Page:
16.8 C
New York
April 12, 2024

Israel May Add Restrictions to Al Aqsa Mosque Access for Ramadan

Israel May Add Restrictions to Al Aqsa Mosque Access for Ramadan



You have a preview view of this article while we are checking your access. When we have confirmed access, the full article content will load.

Reducing access to Al Aqsa, the sacred mosque compound in Jerusalem that has long been a flashpoint for tensions, may set off unrest, some Israelis warned.

Worshipers near the Dome of the Rock at the Al-Aqsa Mosque compound in Jerusalem on Monday.Credit…Maya Alleruzzo/Associated Press

The Israeli government was locked in debate on Monday on whether to increase restrictions on Muslims’ access to an important mosque compound in Jerusalem during the holy month of Ramadan, leading to predictions of unrest if the limits are enforced.

The office of Prime Minister Benjamin Netanyahu said in a statement that a decision had already been reached, without disclosing what it was. But two officials briefed on the deliberations, who spoke on the condition of anonymity in order to discuss a sensitive matter, said a final decision would be made only after the government received recommendations from the security services in the coming days.

On Sunday, Israeli cabinet ministers debated whether to bar some members of Israel’s Arab minority from attending prayers at the Aqsa Mosque compound, a site which is sacred to Muslims and Jews alike, during Ramadan, according to the two officials.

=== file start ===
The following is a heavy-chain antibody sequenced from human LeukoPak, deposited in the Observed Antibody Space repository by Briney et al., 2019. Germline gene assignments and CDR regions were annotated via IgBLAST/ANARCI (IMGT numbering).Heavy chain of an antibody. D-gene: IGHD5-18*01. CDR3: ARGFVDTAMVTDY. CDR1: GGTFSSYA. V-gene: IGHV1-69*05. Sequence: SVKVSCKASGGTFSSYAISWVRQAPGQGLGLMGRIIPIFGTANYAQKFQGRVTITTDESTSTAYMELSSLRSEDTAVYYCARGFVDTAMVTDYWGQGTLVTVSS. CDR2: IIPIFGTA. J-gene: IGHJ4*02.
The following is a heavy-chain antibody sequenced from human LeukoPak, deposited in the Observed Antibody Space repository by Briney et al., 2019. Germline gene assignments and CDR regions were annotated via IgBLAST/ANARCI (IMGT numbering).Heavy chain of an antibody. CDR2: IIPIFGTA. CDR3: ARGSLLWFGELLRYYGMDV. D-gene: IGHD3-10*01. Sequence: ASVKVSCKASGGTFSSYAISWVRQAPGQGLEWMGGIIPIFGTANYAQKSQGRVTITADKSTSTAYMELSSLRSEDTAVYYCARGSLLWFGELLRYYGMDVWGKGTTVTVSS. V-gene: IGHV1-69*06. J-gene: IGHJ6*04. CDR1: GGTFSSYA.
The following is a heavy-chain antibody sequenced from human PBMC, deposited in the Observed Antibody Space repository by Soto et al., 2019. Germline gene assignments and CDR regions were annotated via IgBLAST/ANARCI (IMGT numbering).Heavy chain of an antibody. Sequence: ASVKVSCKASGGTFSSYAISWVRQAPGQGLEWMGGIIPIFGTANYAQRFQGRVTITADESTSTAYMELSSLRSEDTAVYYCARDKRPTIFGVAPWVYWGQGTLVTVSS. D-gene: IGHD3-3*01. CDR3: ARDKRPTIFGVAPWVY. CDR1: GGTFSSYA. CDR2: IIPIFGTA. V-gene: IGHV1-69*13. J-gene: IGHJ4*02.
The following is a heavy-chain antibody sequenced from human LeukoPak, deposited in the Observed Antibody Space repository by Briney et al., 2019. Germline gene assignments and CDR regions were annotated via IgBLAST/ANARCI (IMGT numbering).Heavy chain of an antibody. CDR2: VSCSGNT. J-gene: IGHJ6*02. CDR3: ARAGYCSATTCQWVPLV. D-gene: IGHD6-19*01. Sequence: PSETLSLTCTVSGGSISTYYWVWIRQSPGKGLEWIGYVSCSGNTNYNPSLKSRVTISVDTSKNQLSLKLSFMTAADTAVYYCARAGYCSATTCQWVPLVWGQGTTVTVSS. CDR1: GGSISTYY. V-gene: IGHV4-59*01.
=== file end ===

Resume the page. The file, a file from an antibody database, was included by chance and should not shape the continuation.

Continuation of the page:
Israel has long limited access to Al Aqsa for Palestinians from the Israeli-occupied West Bank, and since the start of the war in Gaza, it has imposed extra restrictions on Arab citizens and residents of Israel. Some had hoped those limits would be largely lifted for Ramadan, which is expected to begin around March 10 — but the talk now is of increasing them, instead.

Dan Harel, a former deputy chief of staff in the Israeli military, said in a radio interview that such a move would be “unnecessary, foolish and senseless” and might “ignite the entire Muslim world.” One Arab Israeli lawmaker, Waleed Alhwashla, said on social media that it would be “liable to pour unnecessary oil on the fire of violence.”

In Muslim tradition, it is from the site of Al Aqsa compound that the Prophet Muhammad ascended to heaven, and tens of thousands of Muslims visit the mosque every day during Ramadan. For Jews, it is revered as the Temple Mount because it was the site of two Jewish temples in antiquity that remain central to Jewish identity.

Thank you for your patience while we verify access. If you are in Reader mode please exit and log into your Times account, or subscribe for all of The Times.

Thank you for your patience while we verify access.

Already a subscriber? Log in.

Want all of The Times? Subscribe.



Read More